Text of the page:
Gold is behaving well as the Fed looks set to follow market rates lower

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In his latest Howe Street broadcast, Bob Hoye from ChartsandMarkets.com likes the way gold has been acting since its washout. Meanwhile, he believes the Fed will likely follow market rates by eventually cutting administered rates.

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Hoye suggests a rebound in the S&P 500 from the hit in Christmas would be expected, and that is what happened. But, Hoye further suggests that as of a week ago the S&P became over bought. Through all this, gold is acting well.

This correction in the S&P can go on for a bit. We are seeing also with gold there is a tendency that when there is a set back in the stock market, for gold to go up.

He suggests that could set the stage for gold shares to go in the opposite direction of the stock market.

In a post-bubble contraction, eventually the real price of gold goes up as most everything falls relative to gold and that helps with profitability in the industry, and even increases production. One of the things about a post bubble contraction is that the gold sector does well.

Right now, Hoye is watching the real price of gold and the T-bill yield. He suggests too much attention is being placed on the Fed.

Too much of the investment world focuses on what the Federal Reserve is going to do to interest rates.

Hoye suggests based on history, that is the wrong question. Instead he says the question should be:

What are interest rates going to do to the Fed? What history shows in volatile financial markets such as we’re in, the senior central bank is typically a number of months behind the changes in market rates of interest.

A key development for Hoye is the recent reversal in Treasury bill yields. Hoye notes the 3-month T-bill made it to about to about 2.46%. On Thursday he alerted clients that it looked like the yield was rolling over and as of Friday it had indeed dropped to about 2.38%. Hoye suggests that it is going to be interesting to hear how the Fed will come up with a rationalization for following the market rate down with a change in the administered rate.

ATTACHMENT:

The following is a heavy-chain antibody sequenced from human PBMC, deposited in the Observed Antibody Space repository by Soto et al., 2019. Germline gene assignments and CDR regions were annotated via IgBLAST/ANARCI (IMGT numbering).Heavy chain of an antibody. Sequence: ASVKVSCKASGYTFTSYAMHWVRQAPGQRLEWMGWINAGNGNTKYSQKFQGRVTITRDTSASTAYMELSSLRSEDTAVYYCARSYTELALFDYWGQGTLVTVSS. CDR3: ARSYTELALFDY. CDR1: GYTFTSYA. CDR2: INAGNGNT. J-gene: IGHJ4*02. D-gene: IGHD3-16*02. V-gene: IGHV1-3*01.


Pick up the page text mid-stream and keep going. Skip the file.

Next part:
So, that will be interesting because they have had all sorts of stories about raising rates. But, I think they’ve been just following interest rates up and then they will follow them down.

At some point, Hoye thinks the public will look at all of the trillions of tax dollars that policy markers have thrown into the financial markets in order to stop bad things from happening.

Now a bad thing has been lately a hit to the stock market. The next bad thing would the discovery of a slowing economy.

On crude oil, Hoye suggests because we are almost out of January, the worst of the seasonal part for crude maybe over.

We can have crude in a rising trading range say out to March, same thing for the base metals.

This would be a rally in a bear market, suggests Hoye.

In a post bubble contraction Hoye expects gold to do well. Moreover, Hoye notes that one of the key expense items in mining is the cost of energy.  Consequently, a slump in crude should make gold mining more profitable.

We rather prefer playing the gold share side rather than gold or silver. But they have to be traded. From buying them on an oversold condition and taking some money off the table when they are over bought.

Hoye is rather concerned about the bond market in China.

They have a huge problem in the corporate bond market. They issued too many, the default rate is going up and prices are going down.

He is also amazed at the vacancy rate of apartments in China at 22% which represents 50 million apartments.

Unfortunately, in this post-bubble contraction era, Hoye suggests the world is joined at the hip and the outlook for asset prices is lower:

The whole world is all wrapped up together. You had a fabulous bubble and it has had a significant hit, a liquidity problem from which it will get some relief. And also this will feedback into housing prices. When you have a great financial mania such as what we’ve been in, the price of other assets get bid up and then when the financial markets change and you go into the contraction, most asset prices get bid down.

So how do you make money in such times? Hoye's formula is to have a model that gives you a pretty good path on where things are likely to go, and back that up with technical analysis to give you the oversold or the overbought conditions. Generally, Hoye suggests in bear market, sell the rallies, but for gold stocks buy the dips.

In early November Hoye says they positioned a modest amount of gold stocks. They haven’t had any urge to trade out, but at some point, they will add and give themselves more of a representative weighting.

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